Conclusion The End of the Age of Innocence



the war was over, but its effects would be with edith wharton for the rest of her life. Through the months following the Armistice, she gradually disengaged herself from the remaining charities. She was able to return to her first love—writing. She established a rhythm: St. Brice during the summer and fall and Hyères during the winter and spring, and a book every year. The noise and human bustle of Paris during the peace conference and into the 1920s with the arrival of Americans from “the lost generation” poisoned the city for her. She made her separate peace with the world and withdrew to her homes and gardens and friends.


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  1. 1.
    Wharton to Bernard Berenson, January 27, 1919, Yale, also in The Letters of Edith Wharton, eds. R.W.B. Lewis and Nancy Lewis. New York: Charles Scribner’s Sons, 1988, 421.Google Scholar
  2. 3.
    Quoted in the introduction by R.W.B. Lewis and Nancy Lewis, “Part Six: The Costs of Energy, 1919–1927.” The Letters of Edith Wharton, eds. R.W.B. Lewis and Nancy Lewis. New York: Charles Scribner’s Sons, 1988, 417.Google Scholar
  3. 7.
    Edith Wharton, French Ways and Their Meaning, (New York: D. Appleton and Company, 1919), 16–17.Google Scholar
  4. 8.
    Ibid., 100–101.Google Scholar
  5. 14.
    Shari Benstock, No Gifts from Chance: A Biography of Edith Wharton (New York: Charles Scribner’s Sons, 1994), 343, 374.Google Scholar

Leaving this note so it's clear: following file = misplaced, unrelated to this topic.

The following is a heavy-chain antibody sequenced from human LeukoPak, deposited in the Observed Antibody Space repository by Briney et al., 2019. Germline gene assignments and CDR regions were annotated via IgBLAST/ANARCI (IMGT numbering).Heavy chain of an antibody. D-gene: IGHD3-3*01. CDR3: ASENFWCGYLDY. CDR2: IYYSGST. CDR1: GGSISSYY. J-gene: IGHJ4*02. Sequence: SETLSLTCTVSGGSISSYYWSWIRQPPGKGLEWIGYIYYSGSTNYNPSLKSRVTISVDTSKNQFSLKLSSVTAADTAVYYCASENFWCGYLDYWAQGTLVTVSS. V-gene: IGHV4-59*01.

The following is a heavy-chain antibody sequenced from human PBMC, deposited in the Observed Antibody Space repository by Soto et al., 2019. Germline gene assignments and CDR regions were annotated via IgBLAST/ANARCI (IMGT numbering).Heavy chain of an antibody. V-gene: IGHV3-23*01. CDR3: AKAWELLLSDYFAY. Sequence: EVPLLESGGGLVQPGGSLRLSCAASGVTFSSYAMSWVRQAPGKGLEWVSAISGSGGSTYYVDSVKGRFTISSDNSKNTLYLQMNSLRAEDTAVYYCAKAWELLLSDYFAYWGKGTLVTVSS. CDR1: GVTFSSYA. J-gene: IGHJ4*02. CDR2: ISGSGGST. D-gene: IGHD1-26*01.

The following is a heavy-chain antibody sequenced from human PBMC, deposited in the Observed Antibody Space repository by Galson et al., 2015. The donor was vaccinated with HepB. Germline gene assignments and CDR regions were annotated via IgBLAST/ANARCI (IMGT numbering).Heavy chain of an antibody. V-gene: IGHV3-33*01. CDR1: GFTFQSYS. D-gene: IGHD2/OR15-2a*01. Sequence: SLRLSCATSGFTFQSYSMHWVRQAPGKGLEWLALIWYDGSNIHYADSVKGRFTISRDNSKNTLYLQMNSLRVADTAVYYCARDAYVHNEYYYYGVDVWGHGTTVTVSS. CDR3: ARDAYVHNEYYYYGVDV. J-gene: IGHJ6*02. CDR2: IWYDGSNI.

6. 36.
    Stanley Cooperman, World War I and the American Novel (Baltimore: Johns Hopkins University Press, 1967), 19–20.Google Scholar
  7. 37.
    Ibid., 41.Google Scholar
  8. 38.
    Ibid., 97.Google Scholar
  9. 39.
    Cynthia Griffin Wolff, A Feast of Words: The Triumph of Edith Wharton (New York: Oxford University Press, 1977), 407. In her appendix, “The Dating of the ‘Beatrice Palmato’ Fragment,” Wolff has persuasively argued that “the fragment was written in 1918 or 1919.”Google Scholar
  10. 40.
    Judith Sensibar in an insightful essay on A Son at the Front has explored the homoeroticism in the novel. See her ‘“Behind the Lines’ in Edith Wharton’s A Son at the Front: Re-Writing a Masculinist Tradition” in Wretched Exotic: Essays on Edith Wharton in Europe, eds. Katherine Joslin and Alan Price (New York: Peter Lang, 1993), 241–256.Google Scholar
  11. 41.
    Paul Fusse 11 in his chapter “Soldier Boys” in The Great War and Modern Memory (New York: Oxford University Press, 1975), 270–309.Google Scholar
  12. 42.
    Edith Wharton, The Marne (New York: D. Appleton and Company, 1918), 22–23.Google Scholar
  13. 43.
    Ibid., 23.Google Scholar
  14. 44.
    Ibid., 33–34.Google Scholar
  15. 45.
    Ibid., 58–60.Google Scholar
  16. 46.
    Edith Wharton, A Son at the Front (New York: Charles Scribner’s Sons, 1923), 128–129.Google Scholar
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    , 187–188.Google Scholar
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    , 229–230.Google Scholar
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  27. 57.
    Edith Wharton, The Mother’s Recompense (New York: D. Appleton and Company, 1925), 12.Google Scholar

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© Alan Price 1996

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